Operation Neptune was the maritime counterpart of Operation Overlord, the allied landing in Normandy that started at 6 June 1944, the day that is better known as D-Day. All maritime operations in Normandy from 6 June until 90 days later were designated with the name Operation Neptune. These operations included the transport of troops and vehicles, the escorting of landing craft, the distraction of the German navy and air force and the further supply over seas. The construction of two temporary artificial harbours with code name Mulberry and the five breakwaters designated by the name Gooseberry also ressorted under Operation Neptune.
For Operation Neptune, the largest fleet of all times was gathered on the south coast of England. The armada consisted of, among other, no less than 1,213 warships varying from battleships to midget submarines. Over three quarters of these were either British or British/Canadian. 16,5 per cent was of American origin and 4,5 per cent was supplied by the navies from other allied countries like France, Poland, Norway, Greece and The Netherlands. The rest of the fleet that was destined to carry out Operation Neptune consisted of 4,126 merchant ships. This was a motley collection of adapted and specially designed ships, landing craft and troop transporters. There were many large and small passenger ships that had been converted to Landing Ship Tank (LST), Landing Ship Infantry (LSI), or Landing Ship Material (LSM). Many of these ships had landing craft on board that were designated as Landing Craft Assault (LCA), Landing Craft Tank (LCT) and Landing Craft Support (LCS). Besides, there were adapted ships for laying smoke screens or buoys, rescue vessels, hospital ships, tugs and even floating docks. Over three quarters of these ships sailed under the British flag, but the largest part was built in the United States and was transferred to the British on the basis of the Lend Lease Act.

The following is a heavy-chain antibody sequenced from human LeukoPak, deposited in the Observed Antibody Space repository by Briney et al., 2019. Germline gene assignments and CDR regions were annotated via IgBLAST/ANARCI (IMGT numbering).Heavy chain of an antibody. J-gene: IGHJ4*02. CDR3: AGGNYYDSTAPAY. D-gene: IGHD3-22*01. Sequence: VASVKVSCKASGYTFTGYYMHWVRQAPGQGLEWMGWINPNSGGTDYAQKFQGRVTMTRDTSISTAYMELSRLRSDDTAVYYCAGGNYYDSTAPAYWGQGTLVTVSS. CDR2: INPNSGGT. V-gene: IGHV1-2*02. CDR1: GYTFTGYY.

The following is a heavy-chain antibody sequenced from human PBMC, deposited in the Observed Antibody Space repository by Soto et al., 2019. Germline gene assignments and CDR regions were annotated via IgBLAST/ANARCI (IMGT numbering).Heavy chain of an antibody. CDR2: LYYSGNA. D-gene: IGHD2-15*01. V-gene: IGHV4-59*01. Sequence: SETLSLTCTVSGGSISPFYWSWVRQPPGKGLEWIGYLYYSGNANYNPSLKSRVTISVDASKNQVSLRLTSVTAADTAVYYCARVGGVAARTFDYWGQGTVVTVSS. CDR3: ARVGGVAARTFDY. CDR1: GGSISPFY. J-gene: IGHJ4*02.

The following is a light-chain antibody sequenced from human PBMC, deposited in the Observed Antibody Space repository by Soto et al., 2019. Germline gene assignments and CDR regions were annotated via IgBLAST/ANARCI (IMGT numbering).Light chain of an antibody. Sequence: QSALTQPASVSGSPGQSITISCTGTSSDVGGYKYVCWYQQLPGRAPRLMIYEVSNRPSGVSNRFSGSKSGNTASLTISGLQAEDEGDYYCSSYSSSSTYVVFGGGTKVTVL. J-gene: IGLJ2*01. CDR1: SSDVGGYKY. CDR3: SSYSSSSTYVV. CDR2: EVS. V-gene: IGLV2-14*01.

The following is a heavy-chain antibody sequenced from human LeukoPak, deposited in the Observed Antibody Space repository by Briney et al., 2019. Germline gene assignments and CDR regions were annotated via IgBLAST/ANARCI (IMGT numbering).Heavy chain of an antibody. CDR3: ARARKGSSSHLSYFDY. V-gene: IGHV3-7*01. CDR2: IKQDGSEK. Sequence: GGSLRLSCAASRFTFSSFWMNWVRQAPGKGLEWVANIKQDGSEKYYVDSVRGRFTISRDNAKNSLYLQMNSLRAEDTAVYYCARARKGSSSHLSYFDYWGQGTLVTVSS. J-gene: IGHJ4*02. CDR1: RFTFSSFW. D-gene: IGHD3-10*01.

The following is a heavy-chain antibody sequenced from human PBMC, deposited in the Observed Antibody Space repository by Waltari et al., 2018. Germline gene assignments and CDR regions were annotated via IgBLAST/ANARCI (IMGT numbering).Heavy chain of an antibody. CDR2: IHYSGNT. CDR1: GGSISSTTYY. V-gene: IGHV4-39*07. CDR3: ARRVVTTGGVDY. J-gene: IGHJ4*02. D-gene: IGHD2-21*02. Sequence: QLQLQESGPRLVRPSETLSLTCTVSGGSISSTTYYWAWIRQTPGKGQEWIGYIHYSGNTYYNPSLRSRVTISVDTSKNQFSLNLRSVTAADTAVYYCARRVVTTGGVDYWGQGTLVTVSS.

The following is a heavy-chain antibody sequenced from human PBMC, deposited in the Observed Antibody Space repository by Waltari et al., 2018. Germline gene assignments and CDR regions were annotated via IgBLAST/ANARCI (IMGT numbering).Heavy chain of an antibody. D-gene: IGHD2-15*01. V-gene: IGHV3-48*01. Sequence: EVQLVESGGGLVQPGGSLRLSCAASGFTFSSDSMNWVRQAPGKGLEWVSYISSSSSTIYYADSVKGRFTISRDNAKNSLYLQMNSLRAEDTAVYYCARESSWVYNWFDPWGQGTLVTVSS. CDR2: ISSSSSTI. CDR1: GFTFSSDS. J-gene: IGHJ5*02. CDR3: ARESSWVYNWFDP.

This enormous fleet of 5,339 schips was on Sunday 4 June 1944 in position in the Channel when word was received that the invasion had been postponed from 5 June to 6 June. A part of the fleet cruised back and forth along the English south coast. Because of the bad weather circumstances the Germans held their reconnaissance planes grounded so that this unusual large concentration of ships remained unseen. This was essential for the whole plan of attack of the allies. The chance of success depended for a large part on the element of surprise. In the evening of 5 June 1944 the order "carry out Operation Neptune" was given by the British Admiral Bertram Ramsay, commander in chief of Neptune. The assembled fleet set itself in motion, from the Isle of Wight, in ten columns through ten small routes that had been cleared of mines. The routes were marked by buoys that had been laid at distances of five miles.
The Dutch contribution to Operation Neptune consisted of four warships, two tankers, twelve freighters and transporters, twelve tugs, eight fishing trawlers and tens of coastal vessels. On 1 July 1940 in Londen, the Netherlands Shipping & Trading Committee (NSTC) was established. This commission superintended the so called Vaarplichtwet, a law that obliged Dutch sailors to continue sailing on board of their own ship or on another allied ship. The NSTC was soon known by every Dutch sailor as the Shipping. Dutch vessels that managed to evacuate to England were registered with the NSTC. In this way they could be deployed in war tasks like Operation Dynamo, the evacuating of British and French troops from Dunkirk. Most of the Dutch ships that took part in Operation Neptune were deployed by the British Ministry of War Transport by entering into a special Liberator Charter. With this charter, the Dutch government took over all obligations to the crews of the ships in question. Like all charter contracts, the Liberator Charter was a so called timecharter, a renting period for a certain time.